Recently there was big news about the collaboration of technological giant Samsung with the fashion brand Supreme. The companies announced their plans to enter the Chinese market together. Soon it became clear that the Supreme cooperating with Samsung was not the original Supreme founded by James Jebbia. How did it happen? Samsung establishing a partnership with the fake Supreme was possible because the New York brand doesn’t have rights to their trademark on Chinese territory. So, we decided to investigate who has the rights to Supreme in China.
China is not only the source of cheap labor and the manufacturer of various goods, which are being sold in every corner of the world. It is also the home of emerging middle class, and the big potential market for every Western company willing to take the risk. If you have a good product, you may try to enter the Chinese market, but without the proper legal protection of your trademark, implications for your business may be huge.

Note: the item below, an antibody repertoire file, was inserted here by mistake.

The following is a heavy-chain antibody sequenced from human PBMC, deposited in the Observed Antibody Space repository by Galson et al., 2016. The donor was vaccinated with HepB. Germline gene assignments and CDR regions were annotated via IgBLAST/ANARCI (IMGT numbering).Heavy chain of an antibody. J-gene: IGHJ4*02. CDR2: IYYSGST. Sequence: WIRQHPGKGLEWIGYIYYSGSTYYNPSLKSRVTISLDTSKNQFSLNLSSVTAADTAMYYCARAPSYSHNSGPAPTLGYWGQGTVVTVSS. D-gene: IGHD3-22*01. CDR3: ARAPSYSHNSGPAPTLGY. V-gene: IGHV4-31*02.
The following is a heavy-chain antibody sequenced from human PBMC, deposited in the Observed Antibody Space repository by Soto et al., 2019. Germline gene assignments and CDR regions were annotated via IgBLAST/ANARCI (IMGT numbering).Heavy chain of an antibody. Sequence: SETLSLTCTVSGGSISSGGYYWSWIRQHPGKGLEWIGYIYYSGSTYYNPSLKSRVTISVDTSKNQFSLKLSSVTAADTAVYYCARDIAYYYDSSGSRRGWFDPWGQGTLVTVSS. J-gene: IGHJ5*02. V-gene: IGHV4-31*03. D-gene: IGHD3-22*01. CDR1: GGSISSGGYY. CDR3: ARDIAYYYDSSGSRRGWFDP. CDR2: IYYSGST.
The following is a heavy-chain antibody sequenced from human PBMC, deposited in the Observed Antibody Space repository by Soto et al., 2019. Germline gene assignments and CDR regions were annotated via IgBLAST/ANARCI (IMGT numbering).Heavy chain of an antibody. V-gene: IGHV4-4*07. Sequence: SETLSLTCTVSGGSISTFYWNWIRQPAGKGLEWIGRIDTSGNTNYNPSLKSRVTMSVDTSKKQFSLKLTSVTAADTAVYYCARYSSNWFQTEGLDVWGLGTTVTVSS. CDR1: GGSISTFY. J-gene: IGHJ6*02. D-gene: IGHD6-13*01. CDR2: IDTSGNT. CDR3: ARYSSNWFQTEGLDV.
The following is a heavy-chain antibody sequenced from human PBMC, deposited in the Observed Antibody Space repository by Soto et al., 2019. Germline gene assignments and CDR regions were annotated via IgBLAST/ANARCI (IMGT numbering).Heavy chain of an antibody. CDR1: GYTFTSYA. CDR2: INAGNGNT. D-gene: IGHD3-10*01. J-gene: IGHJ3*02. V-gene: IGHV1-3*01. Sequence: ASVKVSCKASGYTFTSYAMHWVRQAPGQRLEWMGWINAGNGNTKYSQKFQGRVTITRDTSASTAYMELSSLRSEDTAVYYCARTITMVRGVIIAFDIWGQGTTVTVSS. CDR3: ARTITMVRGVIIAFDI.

About ten years ago Starbucks, the American global coffee company, decided to enter the Chinese market and open their coffee houses there. “Starbucks” was translated to Chinese as Xingbake (星巴克), but the corporation realized that this particular trademark is already registered by an entity known as Shanghai Xingbake Co. Ltd. And if that’s not enough, the Shanghai company started to open its own coffee houses, which very much resembled the original ones, with the close copy of its world-renowned logo. Finally, the case was settled by the Shanghai court after two years of proceedings – Shanghai Xingbake was ruled to stop copyright infringement practices and pay the compensation of 500 000 RMB. This case is the important lesson in China’s copyright protection situation – the whole dispute might have never take place, if only Starbucks had taken certain necessary steps before entering the Chinese market.